Supreme Court announces first judicial reform under SerenoBy Christine O. Avendaño
Philippine Daily Inquirer
The Supreme Court announced on Tuesday the first judicial reform under Chief Justice Maria Lourdes Sereno that was initiated by her reviled predecessor, Renato Corona.
The high tribunal said it had approved a new court rule that would result in cutting short the testimony of witnesses in court proceedings by requiring them to submit affidavits in lieu of oral direct testimony, thereby allowing a speedy resolution of cases.
This means that the witnesses will be “subjected to cross examination” immediately and “cut short by 50 percent the presentation of witnesses,” according to Deputy Court Administrator Raul Villanueva, who was designated the court’s new “communicator for judicial reform.”
Judicial affidavit rule
At a briefing, Villanueva said the court approved unanimously at its en banc meeting Tuesday what he described as the “judicial affidavit rule” upon the recommendation of Senior Associate Justice Antonio Carpio, chairman of the committee on revision of rules of court, and Associate Justice Roberto Abad, head of the subcommittee on revision on rules of procedure.
Villanueva, a former trial judge, said the measure, which would take effect on January 1, was pilot-tested at the Quezon City Regional Trial Court beginning in April while Corona was facing the Senate impeachment court, which subsequently ousted him for dishonesty in his asset declarations.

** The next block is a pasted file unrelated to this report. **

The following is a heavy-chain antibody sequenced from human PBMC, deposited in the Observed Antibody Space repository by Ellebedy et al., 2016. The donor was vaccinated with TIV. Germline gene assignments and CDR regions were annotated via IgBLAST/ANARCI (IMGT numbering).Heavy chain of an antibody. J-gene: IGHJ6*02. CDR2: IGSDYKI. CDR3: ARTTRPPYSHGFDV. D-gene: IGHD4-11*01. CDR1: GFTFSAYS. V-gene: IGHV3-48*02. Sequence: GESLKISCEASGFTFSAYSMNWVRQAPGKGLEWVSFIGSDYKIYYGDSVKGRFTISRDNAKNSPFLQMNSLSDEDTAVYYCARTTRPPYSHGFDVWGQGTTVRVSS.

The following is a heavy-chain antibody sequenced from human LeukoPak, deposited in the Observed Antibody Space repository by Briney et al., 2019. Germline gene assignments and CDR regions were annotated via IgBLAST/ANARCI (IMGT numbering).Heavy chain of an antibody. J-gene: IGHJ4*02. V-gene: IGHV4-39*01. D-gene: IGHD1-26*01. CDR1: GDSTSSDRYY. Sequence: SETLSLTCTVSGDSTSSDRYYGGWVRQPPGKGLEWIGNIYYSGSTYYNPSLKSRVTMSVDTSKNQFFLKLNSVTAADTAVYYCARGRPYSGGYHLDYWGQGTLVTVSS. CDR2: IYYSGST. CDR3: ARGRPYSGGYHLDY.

He said the measure would apply to “all actions, proceedings and incidents requiring the reception of evidence” in all courts and quasi-judicial bodies. Parties in a litigation are required to submit the judicial affidavits not later than five days before pretrial or a preliminary conference or prior to scheduled hearings of motions and hearings, he said.
The affidavit contains the name of the witness, the name of the lawyer who took the evidence and statement that the witness is answering questions and that he is conscious that he is under oath and may be held criminally liable for false testimony or perjury.
The new rule applies to criminal cases under three circumstances: when the maximum penalty does not exceed six years, the accused agrees to the use of judicial affidavit irrespective of the penalty involved and in the civil aspects of criminal actions regardless of penalty.
Originally posted: 9:26 pm | Tuesday, September 4th, 2012